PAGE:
Distance from hospital impacts adverse event detection after outpatient endoscopy

Research output: Research - peer-reviewArticle

  • 3 Citations

Abstract

Background and Aims Monitoring adverse events (AEs) after GI endoscopy is an endorsed quality measure but is challenging to implement in practice. Patients with major AEs may seek care elsewhere after endoscopy. We aimed to determine the hospital utilization patterns of patients with AEs after ambulatory endoscopy. Methods We used the HealthLNK Data Repository, which uses a software application for integration of deidentified, patient-level clinical data across institutions. Data for patients undergoing outpatient endoscopy from 2010 to 2011 at 5 Chicago-area hospitals were used. Early mortality was defined as death no more than 2 months after the outpatient procedure. AEs were defined as a hospital admission for perforation, bleeding, or pancreatitis the same or following month after endoscopy. Results During the study period, 42,842 outpatient procedures were performed in 22,898 unique individuals. Early mortality occurred in 86 patients (.4%). Per-patient mortality was greatest after outpatient ERCP (2.5%, P <.0001). Of 86 patients with early mortality, 36 (42%) were not hospitalized at the index hospital after endoscopy. Patients who did not return to the index hospital lived farther from the index hospital (P =.02). In total, 8.3% of ambulatory endoscopies were associated with potential endoscopy-related AEs. The observed rate of potential AEs trended downward as patients’ home zip codes moved farther from the index hospital (P =.01). Conclusions Nearly half of patients who die soon after outpatient endoscopy are not hospitalized at their index hospital after endoscopy. The observed AE rate was higher for patients living closer to the index hospital, suggesting that patients who live farther away are less likely to return to the index hospital for emergency care. Novel methods to efficiently track outcomes after outpatient endoscopy are needed.

LanguageEnglish
Pages380-386
Number of pages7
JournalGastrointestinal Endoscopy
Volume85
Issue number2
DOIs
StatePublished - Feb 1 2017

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Endoscopy
Outpatients
Mortality
Endoscopic Retrograde Cholangiopancreatography
Emergency Medical Services
Pancreatitis
Software
Hemorrhage

ASJC Scopus subject areas

  • Radiology Nuclear Medicine and imaging
  • Gastroenterology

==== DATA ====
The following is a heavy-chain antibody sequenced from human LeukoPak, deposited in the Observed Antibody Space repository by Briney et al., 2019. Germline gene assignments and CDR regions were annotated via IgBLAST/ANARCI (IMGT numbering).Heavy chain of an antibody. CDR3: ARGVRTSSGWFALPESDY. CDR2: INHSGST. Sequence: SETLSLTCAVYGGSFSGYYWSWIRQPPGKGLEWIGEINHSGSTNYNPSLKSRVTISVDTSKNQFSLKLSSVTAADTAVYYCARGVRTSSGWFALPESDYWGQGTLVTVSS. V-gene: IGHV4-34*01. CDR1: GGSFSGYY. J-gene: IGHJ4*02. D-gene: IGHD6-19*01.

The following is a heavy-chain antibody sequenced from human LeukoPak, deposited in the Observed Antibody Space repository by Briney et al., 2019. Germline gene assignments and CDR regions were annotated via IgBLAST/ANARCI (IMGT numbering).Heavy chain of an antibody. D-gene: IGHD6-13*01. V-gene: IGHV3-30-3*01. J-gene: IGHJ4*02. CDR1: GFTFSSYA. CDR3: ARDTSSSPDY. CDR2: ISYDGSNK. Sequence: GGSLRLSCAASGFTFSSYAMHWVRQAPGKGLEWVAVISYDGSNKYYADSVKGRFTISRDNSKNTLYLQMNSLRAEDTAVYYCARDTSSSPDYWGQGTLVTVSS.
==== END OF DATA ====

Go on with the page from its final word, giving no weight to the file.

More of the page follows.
Cite this

Distance from hospital impacts adverse event detection after outpatient endoscopy. / Jackson, Kathryn L.; Goel, Satyender; Kho, Abel N.; Keswani, Rajesh N.

In: Gastrointestinal Endoscopy, Vol. 85, No. 2, 01.02.2017, p. 380-386.

Research output: Research - peer-reviewArticle

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abstract = "Background and Aims Monitoring adverse events (AEs) after GI endoscopy is an endorsed quality measure but is challenging to implement in practice. Patients with major AEs may seek care elsewhere after endoscopy. We aimed to determine the hospital utilization patterns of patients with AEs after ambulatory endoscopy. Methods We used the HealthLNK Data Repository, which uses a software application for integration of deidentified, patient-level clinical data across institutions. Data for patients undergoing outpatient endoscopy from 2010 to 2011 at 5 Chicago-area hospitals were used. Early mortality was defined as death no more than 2 months after the outpatient procedure. AEs were defined as a hospital admission for perforation, bleeding, or pancreatitis the same or following month after endoscopy. Results During the study period, 42,842 outpatient procedures were performed in 22,898 unique individuals. Early mortality occurred in 86 patients (.4%). Per-patient mortality was greatest after outpatient ERCP (2.5%, P <.0001). Of 86 patients with early mortality, 36 (42%) were not hospitalized at the index hospital after endoscopy. Patients who did not return to the index hospital lived farther from the index hospital (P =.02). In total, 8.3% of ambulatory endoscopies were associated with potential endoscopy-related AEs. The observed rate of potential AEs trended downward as patients’ home zip codes moved farther from the index hospital (P =.01). Conclusions Nearly half of patients who die soon after outpatient endoscopy are not hospitalized at their index hospital after endoscopy. The observed AE rate was higher for patients living closer to the index hospital, suggesting that patients who live farther away are less likely to return to the index hospital for emergency care. Novel methods to efficiently track outcomes after outpatient endoscopy are needed.",
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